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The first Givenchy store opened in 1952, the brainchild of owner Hubert de Givenchy. To follow the origins on this event though however, it is vital that people step back a few years with time. Givenchy was given birth to in 1927 in France. On the age 10, having shown a flair for fashion from an earlier age, he attended the World’s Fair in Paris. Leaving the Pavilion of Elegance and full of awe through the attractiveness of the gowns and styles of the prominent Fashion brands his decision to turn into a clothier was cemented.
Pursuing the Allies liberation of France in the end of World War II, Givenchy relocated to Paris. Among his first mentors was Jacques Fath, who together with Christian Dior and Pierre Balmain was considered as one of the main influences on the postwar fashion industry.
His training continued beneath the expert guidance of Robert Piquet and Lucien Lelong. Much more 1947, Elsa Schiaparelli appointed him to control her boutiques on Place Vendome, his entrance in to the arena of current fashions was secured.
Indeed, 5 years later in 1952, Givenchy opened his very own Maison de Couture at No8, rue Alfred de Vigny, for the Monceau Plain and won instant acclaim together with the relieve his initial collection.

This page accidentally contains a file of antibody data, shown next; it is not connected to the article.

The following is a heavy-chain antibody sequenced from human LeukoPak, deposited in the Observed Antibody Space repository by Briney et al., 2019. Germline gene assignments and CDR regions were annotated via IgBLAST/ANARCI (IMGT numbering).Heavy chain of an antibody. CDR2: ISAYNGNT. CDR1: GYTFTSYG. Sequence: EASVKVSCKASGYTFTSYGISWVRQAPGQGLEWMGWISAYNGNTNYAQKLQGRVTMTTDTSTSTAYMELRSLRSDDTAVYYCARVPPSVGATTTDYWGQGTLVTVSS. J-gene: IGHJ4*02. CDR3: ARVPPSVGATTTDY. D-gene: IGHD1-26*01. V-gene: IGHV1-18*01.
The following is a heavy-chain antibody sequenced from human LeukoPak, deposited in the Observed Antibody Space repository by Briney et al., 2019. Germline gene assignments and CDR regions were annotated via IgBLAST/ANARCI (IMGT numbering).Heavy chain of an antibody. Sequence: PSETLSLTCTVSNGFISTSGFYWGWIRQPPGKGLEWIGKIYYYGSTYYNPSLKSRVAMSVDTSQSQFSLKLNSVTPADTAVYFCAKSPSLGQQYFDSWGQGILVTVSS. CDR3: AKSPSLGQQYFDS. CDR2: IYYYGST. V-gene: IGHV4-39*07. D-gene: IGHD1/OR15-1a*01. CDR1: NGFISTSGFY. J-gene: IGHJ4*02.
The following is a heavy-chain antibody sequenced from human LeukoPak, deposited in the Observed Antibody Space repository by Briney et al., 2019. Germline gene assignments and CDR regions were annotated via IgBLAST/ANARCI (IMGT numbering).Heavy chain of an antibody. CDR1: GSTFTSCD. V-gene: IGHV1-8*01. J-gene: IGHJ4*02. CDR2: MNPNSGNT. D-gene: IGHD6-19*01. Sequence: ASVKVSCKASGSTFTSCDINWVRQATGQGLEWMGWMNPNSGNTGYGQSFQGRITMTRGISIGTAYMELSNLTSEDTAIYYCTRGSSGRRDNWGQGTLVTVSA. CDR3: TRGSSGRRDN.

Meeting the famous Audrey Hepburn in 1953 was obviously a fateful event for Givenchy. Hepburn became both an ambassador for the Givenchy brand, plus a life long friend.
Givenchy’s associations with masters of the industry continued. The influence of his friendship with Cristobal Balenciaga, for instance, is reflected in lots of in the Givenchy collections.
In 1954, Givenchy took over as first designer presenting a collection of luxury women’s prepared to wear clothing. Among his many contributions towards the world of fashion were the "Bag Dress", the "Enveloped Dress" as well as the funnelled collar coat. His work was both audacious and stylish. His most original designs were of printed textiles, inspired by Miro, Matisse and Christian Berard.
Givenchy continued to diversify and in 1973 released the "Gentleman Givenchy" menswear line. Later Givenchy joined in france they luxury group LVMH Moet Hennessy Lv, and also other prestigious names like Dior, Lv, Christian Lacroix and Celine.
Following his retirement in 1995, Givenchy was succeeded by a few acclaimed young designers namely: John Galliano (January 1996), Alexander McQueen (October 1996), Julien MacDonald (March 2001)and Riccardo Tisci (March 2005).
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